Searching for a second-hand car can prove to be a challenging task, especially if you don’t know your head gaskets from your gearbox transmission fluid. Of course, the fact that used car salesmen have long carried a reputation for exaggerating the assets at their disposal doesn’t make the task any more appealing. But thankfully the automotive world has come a long way since then. What's more, there are key things to check when buying a used car that will make your experience easier.
Nowadays, you can conduct a significant amount of research online, long before you set foot in a dealership forecourt or clap eyes on the vehicle in question. With a wealth of information at your fingertips, including 360° images of the interior and exterior, a full history of its past performance and user reviews from other owners of the same make and model, you’re better equipped than ever before to land yourself a bargain. You can even find used car finance easily online to help you fund your purchase!
Having said all that, there’s still no substitute for giving the tyres a good kick and running your eye over the vehicle in person before you sign on the dotted line. For anyone unsure about which questions to ask and which tell-tale signs to look out for, here’s a quick reminder of what to check when buying a used car from a dealership, at an auction or via a private seller.
Buying a used car checklist
With so many things to keep in mind, it’s a good idea to separate out each area of concern into a different category. This can greatly simplify the process and make it far easier to remember everything when compiling a buying a used car checklist. You should make sure you cover the following areas:
Under the bonnet
As the beating heart of any vehicle, the engine should always come in first on your list of what to check when buying a used car. Make sure there are no signs of leakages in and around the engine, which could come from the oil, the coolant, the transmission fluid or the power steering fluid. It’s also a good idea to leave the engine running and inspect the tailpipe for discoloured emissions, which can indicate an issue.
In the driving seat
Get into the driver’s seat and switch the ignition on, which will allow you to instantly see on the dashboard whether any warning lights come on. While you’re here, you can also confirm the car’s mileage and try out all signalling lights, as well as satisfy yourself that all the climate controls, windows, central locking system, infotainment panel and any other electronics are all in good working order.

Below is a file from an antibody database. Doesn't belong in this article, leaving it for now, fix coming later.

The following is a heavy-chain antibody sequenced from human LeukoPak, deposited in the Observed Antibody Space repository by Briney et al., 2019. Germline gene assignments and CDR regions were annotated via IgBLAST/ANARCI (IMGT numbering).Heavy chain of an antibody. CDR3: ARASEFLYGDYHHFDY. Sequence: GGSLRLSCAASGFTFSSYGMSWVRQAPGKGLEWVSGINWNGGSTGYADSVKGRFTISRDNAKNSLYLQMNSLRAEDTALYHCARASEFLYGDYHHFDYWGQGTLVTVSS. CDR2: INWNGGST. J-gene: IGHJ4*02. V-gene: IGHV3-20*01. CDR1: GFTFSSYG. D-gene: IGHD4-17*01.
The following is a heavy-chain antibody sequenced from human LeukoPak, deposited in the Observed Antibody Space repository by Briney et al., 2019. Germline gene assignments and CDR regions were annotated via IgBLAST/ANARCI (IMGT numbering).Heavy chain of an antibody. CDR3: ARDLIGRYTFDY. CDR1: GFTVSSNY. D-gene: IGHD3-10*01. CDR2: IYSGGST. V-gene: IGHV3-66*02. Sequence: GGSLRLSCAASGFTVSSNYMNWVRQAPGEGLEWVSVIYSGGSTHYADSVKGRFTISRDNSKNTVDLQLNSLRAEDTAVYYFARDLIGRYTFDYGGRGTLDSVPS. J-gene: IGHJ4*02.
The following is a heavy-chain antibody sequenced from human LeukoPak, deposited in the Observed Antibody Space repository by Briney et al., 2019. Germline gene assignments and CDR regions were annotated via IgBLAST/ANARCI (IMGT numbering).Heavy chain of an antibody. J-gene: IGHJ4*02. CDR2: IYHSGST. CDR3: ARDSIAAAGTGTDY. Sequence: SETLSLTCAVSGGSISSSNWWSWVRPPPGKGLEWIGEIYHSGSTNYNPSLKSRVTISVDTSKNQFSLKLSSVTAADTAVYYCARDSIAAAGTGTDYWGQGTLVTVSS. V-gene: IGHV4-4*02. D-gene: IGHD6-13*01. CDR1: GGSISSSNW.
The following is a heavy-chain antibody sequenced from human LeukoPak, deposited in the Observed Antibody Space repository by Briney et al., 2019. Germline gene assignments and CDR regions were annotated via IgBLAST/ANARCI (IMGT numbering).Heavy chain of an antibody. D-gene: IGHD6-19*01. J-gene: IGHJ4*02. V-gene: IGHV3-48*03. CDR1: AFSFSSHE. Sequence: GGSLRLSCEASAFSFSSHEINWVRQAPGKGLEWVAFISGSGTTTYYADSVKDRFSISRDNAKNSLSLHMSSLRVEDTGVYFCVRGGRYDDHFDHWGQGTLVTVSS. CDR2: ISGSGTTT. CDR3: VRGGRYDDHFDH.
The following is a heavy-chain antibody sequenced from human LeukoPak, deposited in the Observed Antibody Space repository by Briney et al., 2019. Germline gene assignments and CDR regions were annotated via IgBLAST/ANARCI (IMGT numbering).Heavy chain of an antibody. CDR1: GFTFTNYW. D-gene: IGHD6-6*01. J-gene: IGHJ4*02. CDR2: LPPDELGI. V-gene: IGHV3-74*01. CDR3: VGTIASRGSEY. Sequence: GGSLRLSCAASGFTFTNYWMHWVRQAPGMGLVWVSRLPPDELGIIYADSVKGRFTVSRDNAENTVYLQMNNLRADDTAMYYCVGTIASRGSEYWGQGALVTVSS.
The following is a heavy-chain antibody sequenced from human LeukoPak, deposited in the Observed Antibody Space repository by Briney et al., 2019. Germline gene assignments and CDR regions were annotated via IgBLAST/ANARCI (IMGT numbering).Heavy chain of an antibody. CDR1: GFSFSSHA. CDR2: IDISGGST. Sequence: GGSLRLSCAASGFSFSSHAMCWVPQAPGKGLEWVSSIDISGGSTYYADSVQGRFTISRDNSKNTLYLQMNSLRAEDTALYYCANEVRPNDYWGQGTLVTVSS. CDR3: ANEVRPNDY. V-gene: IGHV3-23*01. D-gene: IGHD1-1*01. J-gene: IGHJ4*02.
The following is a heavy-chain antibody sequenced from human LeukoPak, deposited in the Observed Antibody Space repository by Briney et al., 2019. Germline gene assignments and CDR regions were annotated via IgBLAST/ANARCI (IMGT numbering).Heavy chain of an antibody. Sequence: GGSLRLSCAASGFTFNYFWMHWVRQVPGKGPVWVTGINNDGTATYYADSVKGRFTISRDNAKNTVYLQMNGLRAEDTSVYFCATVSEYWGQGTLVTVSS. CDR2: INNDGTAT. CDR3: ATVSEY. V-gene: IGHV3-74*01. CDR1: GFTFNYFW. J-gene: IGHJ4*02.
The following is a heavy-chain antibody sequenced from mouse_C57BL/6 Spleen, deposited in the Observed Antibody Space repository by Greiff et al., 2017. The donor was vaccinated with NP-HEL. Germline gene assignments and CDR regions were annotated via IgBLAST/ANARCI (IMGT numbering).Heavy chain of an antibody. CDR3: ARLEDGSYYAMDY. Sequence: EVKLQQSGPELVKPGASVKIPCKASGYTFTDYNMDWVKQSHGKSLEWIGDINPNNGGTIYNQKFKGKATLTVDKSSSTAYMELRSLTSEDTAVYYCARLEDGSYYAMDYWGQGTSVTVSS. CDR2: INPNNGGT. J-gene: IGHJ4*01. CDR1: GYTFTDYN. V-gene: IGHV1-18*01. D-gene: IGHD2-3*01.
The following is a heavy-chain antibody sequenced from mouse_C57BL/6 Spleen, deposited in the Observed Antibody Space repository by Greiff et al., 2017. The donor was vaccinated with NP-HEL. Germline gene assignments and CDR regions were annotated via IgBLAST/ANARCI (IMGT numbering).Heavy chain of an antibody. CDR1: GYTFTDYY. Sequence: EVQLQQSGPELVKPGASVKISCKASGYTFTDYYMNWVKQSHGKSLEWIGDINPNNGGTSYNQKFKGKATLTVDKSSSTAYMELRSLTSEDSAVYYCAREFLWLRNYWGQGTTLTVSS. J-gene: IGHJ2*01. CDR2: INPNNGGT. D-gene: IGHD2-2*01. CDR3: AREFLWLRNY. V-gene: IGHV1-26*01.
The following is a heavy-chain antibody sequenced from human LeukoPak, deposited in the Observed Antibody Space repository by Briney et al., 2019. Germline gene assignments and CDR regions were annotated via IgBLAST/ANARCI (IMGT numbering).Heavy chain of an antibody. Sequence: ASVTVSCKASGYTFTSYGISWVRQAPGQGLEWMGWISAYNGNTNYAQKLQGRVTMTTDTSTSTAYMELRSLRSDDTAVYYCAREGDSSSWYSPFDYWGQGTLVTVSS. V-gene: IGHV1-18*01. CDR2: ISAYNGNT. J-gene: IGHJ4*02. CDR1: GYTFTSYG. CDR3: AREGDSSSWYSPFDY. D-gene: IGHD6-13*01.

On the road
It should really go without saying, but the number of buyers who finalise their purchase without taking the car for a test drive is quite staggering. Make sure you get behind the wheel and on the road to get a feel for the car’s brake response, clutch biting point and ease of changing gears. Any delay, resistance or grinding is a red flag that not all is well with the gearbox or brakes, both of which are absolutely crucial to the running of the car.
In black and white
Documentation is still an all-important piece of any car purchase, since it will not only enable you to see a detailed breakdown of the car’s past history including any insurance write-offs, but will also allow you to prove it is yours after the fact and help you get the car taxed when the time comes. Don’t move forward with any deal if the vendor can’t provide a service history, a V5c and an MOT for the vehicle.
On the eye
When buying a used car, check everything that the seller is telling you with your eyes and your ears. For example, dinks and dents to the exterior bodywork could point to a past accident they would prefer you didn’t know about, while strange sounds during operation might highlight an ongoing issue. Take stock of the car’s outward appearance, its purported age and the service history to see if they all tally. If they don’t, the seller might be trying to pull the wool over your eyes.
Last but not least, it’s essential to make sure you prioritise safety every time you buy a used car. This means checking all the nitty gritty details of a car’s operational status, including making sure that the windscreen wipers, air bags, headlights, seatbelts and other safety features are in perfect working order. You should also verify whether the car comes with a spare tyre, jack or any other maintenance tools, as well as measuring the tread of the tyres themselves. Any tread that is less than 3mm will mean they’ll need replacing sooner rather than later.
Evaluate your options
Whatever vehicle you wish to buy and whoever you’re trying to purchase from, it’s important not to rush into any decisions. If you uncover faults with any of the items mentioned above, you can insist the seller handles it, negotiate a reduction in price or simply walk away from the deal. With eight million used cars sold in the UK each year, you should always remember that there are plenty of other options out there.
With that in mind, if you have any doubts about a used car, checking the market for other alternatives is always a good idea. Listen to your head – not your heart – and err on the side of the caution with any second-hand purchase and you can’t go wrong. As always with these types of deals, price is a major factor, but it should never be the defining one. Don’t plump for a substandard set of wheels just because they come at a discount price.
At My Car Credit, we make it easier to buy used cars on finance, so you don’t have to compromise on the quality of your purchase because of the up-front costs. To find out more, simply drop us an email at firstname.lastname@example.org and we’ll be happy to run through your options. Whether it’s a new car or a used one, we’re here to make the whole process that little bit easier. Get in touch today!
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